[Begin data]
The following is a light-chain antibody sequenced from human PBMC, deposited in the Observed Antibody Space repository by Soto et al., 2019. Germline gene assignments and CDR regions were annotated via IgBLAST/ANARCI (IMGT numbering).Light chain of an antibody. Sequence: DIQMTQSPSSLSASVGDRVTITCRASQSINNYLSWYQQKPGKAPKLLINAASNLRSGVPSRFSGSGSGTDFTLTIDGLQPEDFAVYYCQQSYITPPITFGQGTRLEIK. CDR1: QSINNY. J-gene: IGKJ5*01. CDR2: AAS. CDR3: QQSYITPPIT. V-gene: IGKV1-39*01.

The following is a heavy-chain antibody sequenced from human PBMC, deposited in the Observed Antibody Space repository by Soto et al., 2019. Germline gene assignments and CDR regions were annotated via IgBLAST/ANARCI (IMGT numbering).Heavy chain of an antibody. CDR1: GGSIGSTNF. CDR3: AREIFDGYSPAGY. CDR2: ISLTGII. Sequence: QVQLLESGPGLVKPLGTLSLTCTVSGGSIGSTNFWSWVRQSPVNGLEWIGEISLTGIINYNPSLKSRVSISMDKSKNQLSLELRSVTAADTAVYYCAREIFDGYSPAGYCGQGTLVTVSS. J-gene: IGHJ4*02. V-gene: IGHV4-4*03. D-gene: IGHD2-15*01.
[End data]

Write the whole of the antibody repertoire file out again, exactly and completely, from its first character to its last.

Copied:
The following is a light-chain antibody sequenced from human PBMC, deposited in the Observed Antibody Space repository by Soto et al., 2019. Germline gene assignments and CDR regions were annotated via IgBLAST/ANARCI (IMGT numbering).Light chain of an antibody. Sequence: DIQMTQSPSSLSASVGDRVTITCRASQSINNYLSWYQQKPGKAPKLLINAASNLRSGVPSRFSGSGSGTDFTLTIDGLQPEDFAVYYCQQSYITPPITFGQGTRLEIK. CDR1: QSINNY. J-gene: IGKJ5*01. CDR2: AAS. CDR3: QQSYITPPIT. V-gene: IGKV1-39*01.

The following is a heavy-chain antibody sequenced from human PBMC, deposited in the Observed Antibody Space repository by Soto et al., 2019. Germline gene assignments and CDR regions were annotated via IgBLAST/ANARCI (IMGT numbering).Heavy chain of an antibody. CDR1: GGSIGSTNF. CDR3: AREIFDGYSPAGY. CDR2: ISLTGII. Sequence: QVQLLESGPGLVKPLGTLSLTCTVSGGSIGSTNFWSWVRQSPVNGLEWIGEISLTGIINYNPSLKSRVSISMDKSKNQLSLELRSVTAADTAVYYCAREIFDGYSPAGYCGQGTLVTVSS. J-gene: IGHJ4*02. V-gene: IGHV4-4*03. D-gene: IGHD2-15*01.